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Short-term effects of polyphenol-rich black tea on blood pressure in men and women.
Food Funct 2013; 4(1):111-5FF

Abstract

There is increasing evidence that black tea polyphenols contribute to vascular health. We have recently shown that regular ingestion of polyphenol-rich black tea over 6 months results in lower systolic and diastolic blood pressure. However, the time course of these effects remains unclear. Therefore, our objective was to determine if short-term effects of tea on blood pressure could contribute to longer-term benefits of regular tea consumption on blood pressure. Men and women (n = 111) were recruited to a randomised placebo-controlled double-blind parallel designed trial. During a 4-week run-in, all participants consumed 3 cups per day of black tea. Participants then consumed 3 cups over 1 day of either powdered black tea solids containing 429 mg of polyphenols (tea), or a control product matched in flavour and caffeine content but containing no tea solids. The 24 h ambulatory blood pressure and heart rate was measured at the end of the 4-week run-in (baseline) and again during the 24 h intervention period. The 24 h day-time and night-time blood pressures were not significantly different between tea and control (P > 0.05). Baseline-adjusted net effects on mean 24 h ambulatory blood pressure for systolic and diastolic blood pressure were -0.2 mm Hg (95% CI, -1.5 to 1.0), P = 0.72, and 0.0 mm Hg (95% CI, -1.0 to 0.9), P = 0.95, respectively. Heart rate was significantly lower for tea compared to control during the night-time and early-morning periods (-2.0 (95% CI, -3.2, -0.8) bpm, and -1.9 (95% CI, -3.7, -0.2) bpm, respectively; P < 0.05 for both), but not during the day-time. These results suggest that the longer-term benefits of black tea on blood pressure are unlikely to be due to short-term changes.

Authors+Show Affiliations

School of Medicine and Pharmacology, University of Western Australia, Royal Perth Hospital Unit, GPO Box X2213, Perth, Western Australia 6847, Australia. Jonathan.Hodgson@uwa.edu.auNo affiliation info availableNo affiliation info availableNo affiliation info availableNo affiliation info availableNo affiliation info available

Pub Type(s)

Journal Article
Randomized Controlled Trial
Research Support, Non-U.S. Gov't

Language

eng

PubMed ID

23038021

Citation

Hodgson, Jonathan M., et al. "Short-term Effects of Polyphenol-rich Black Tea On Blood Pressure in Men and Women." Food & Function, vol. 4, no. 1, 2013, pp. 111-5.
Hodgson JM, Woodman RJ, Puddey IB, et al. Short-term effects of polyphenol-rich black tea on blood pressure in men and women. Food Funct. 2013;4(1):111-5.
Hodgson, J. M., Woodman, R. J., Puddey, I. B., Mulder, T., Fuchs, D., & Croft, K. D. (2013). Short-term effects of polyphenol-rich black tea on blood pressure in men and women. Food & Function, 4(1), pp. 111-5. doi:10.1039/c2fo30186e.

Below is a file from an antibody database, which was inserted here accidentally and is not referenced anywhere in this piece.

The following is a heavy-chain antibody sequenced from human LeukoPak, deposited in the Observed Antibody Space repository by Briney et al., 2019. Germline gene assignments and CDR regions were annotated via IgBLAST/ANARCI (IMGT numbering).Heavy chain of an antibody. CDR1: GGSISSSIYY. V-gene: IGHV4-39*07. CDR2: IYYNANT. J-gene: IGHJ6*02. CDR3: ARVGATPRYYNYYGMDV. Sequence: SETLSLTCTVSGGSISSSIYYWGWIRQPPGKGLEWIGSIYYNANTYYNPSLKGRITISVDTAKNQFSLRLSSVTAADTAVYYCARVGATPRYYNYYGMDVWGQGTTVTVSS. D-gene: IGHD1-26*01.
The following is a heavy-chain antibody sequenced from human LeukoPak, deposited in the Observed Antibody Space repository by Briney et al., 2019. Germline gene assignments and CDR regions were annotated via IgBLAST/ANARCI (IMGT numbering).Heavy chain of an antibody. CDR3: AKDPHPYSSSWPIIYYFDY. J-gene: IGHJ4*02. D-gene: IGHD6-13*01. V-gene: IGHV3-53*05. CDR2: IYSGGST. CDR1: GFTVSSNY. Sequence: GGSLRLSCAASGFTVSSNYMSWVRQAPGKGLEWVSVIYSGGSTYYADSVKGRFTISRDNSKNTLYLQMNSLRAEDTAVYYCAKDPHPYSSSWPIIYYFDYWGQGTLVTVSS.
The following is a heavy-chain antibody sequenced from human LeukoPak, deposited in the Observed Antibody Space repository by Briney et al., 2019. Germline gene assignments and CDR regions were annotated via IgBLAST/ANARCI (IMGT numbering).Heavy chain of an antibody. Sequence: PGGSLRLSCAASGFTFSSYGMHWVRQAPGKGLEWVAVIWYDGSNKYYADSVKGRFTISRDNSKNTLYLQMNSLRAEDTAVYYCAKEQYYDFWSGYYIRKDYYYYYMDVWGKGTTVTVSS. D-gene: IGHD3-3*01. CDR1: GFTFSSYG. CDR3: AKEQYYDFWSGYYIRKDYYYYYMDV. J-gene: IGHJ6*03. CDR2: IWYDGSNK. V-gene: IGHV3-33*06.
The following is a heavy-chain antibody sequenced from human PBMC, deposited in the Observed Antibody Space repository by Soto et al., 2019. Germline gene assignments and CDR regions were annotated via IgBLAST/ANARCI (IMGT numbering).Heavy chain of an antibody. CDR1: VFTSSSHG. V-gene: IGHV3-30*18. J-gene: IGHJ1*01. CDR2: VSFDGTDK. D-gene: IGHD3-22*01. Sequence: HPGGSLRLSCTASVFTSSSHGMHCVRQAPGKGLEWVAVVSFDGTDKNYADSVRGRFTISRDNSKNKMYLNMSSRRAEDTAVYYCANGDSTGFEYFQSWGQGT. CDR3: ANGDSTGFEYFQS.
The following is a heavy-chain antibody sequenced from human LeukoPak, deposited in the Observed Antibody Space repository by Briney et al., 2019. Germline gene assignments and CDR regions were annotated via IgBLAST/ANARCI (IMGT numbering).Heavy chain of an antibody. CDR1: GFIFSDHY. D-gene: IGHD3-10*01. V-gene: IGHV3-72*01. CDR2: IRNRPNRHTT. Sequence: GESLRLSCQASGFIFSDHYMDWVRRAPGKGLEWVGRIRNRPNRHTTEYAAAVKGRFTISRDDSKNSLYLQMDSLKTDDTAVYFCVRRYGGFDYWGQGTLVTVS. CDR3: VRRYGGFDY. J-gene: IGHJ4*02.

Hodgson JM, et al. Short-term Effects of Polyphenol-rich Black Tea On Blood Pressure in Men and Women. Food Funct. 2013;4(1):111-5. PubMed PMID: 23038021.
* Article titles in AMA citation format should be in sentence-case
TY - JOUR T1 - Short-term effects of polyphenol-rich black tea on blood pressure in men and women. AU - Hodgson,Jonathan M, AU - Woodman,Richard J, AU - Puddey,Ian B, AU - Mulder,Theo, AU - Fuchs,Dagmar, AU - Croft,Kevin D, Y1 - 2012/10/05/ PY - 2012/10/6/entrez PY - 2012/10/6/pubmed PY - 2013/5/28/medline SP - 111 EP - 5 JF - Food & function JO - Food Funct VL - 4 IS - 1 N2 - There is increasing evidence that black tea polyphenols contribute to vascular health. We have recently shown that regular ingestion of polyphenol-rich black tea over 6 months results in lower systolic and diastolic blood pressure. However, the time course of these effects remains unclear. Therefore, our objective was to determine if short-term effects of tea on blood pressure could contribute to longer-term benefits of regular tea consumption on blood pressure. Men and women (n = 111) were recruited to a randomised placebo-controlled double-blind parallel designed trial. During a 4-week run-in, all participants consumed 3 cups per day of black tea. Participants then consumed 3 cups over 1 day of either powdered black tea solids containing 429 mg of polyphenols (tea), or a control product matched in flavour and caffeine content but containing no tea solids. The 24 h ambulatory blood pressure and heart rate was measured at the end of the 4-week run-in (baseline) and again during the 24 h intervention period. The 24 h day-time and night-time blood pressures were not significantly different between tea and control (P > 0.05). Baseline-adjusted net effects on mean 24 h ambulatory blood pressure for systolic and diastolic blood pressure were -0.2 mm Hg (95% CI, -1.5 to 1.0), P = 0.72, and 0.0 mm Hg (95% CI, -1.0 to 0.9), P = 0.95, respectively. Heart rate was significantly lower for tea compared to control during the night-time and early-morning periods (-2.0 (95% CI, -3.2, -0.8) bpm, and -1.9 (95% CI, -3.7, -0.2) bpm, respectively; P < 0.05 for both), but not during the day-time. These results suggest that the longer-term benefits of black tea on blood pressure are unlikely to be due to short-term changes. SN - 2042-650X UR - https://www.unboundmedicine.com/medline/citation/23038021/Short_term_effects_of_polyphenol_rich_black_tea_on_blood_pressure_in_men_and_women_ L2 - https://doi.org/10.1039/c2fo30186e DB - PRIME DP - Unbound Medicine ER -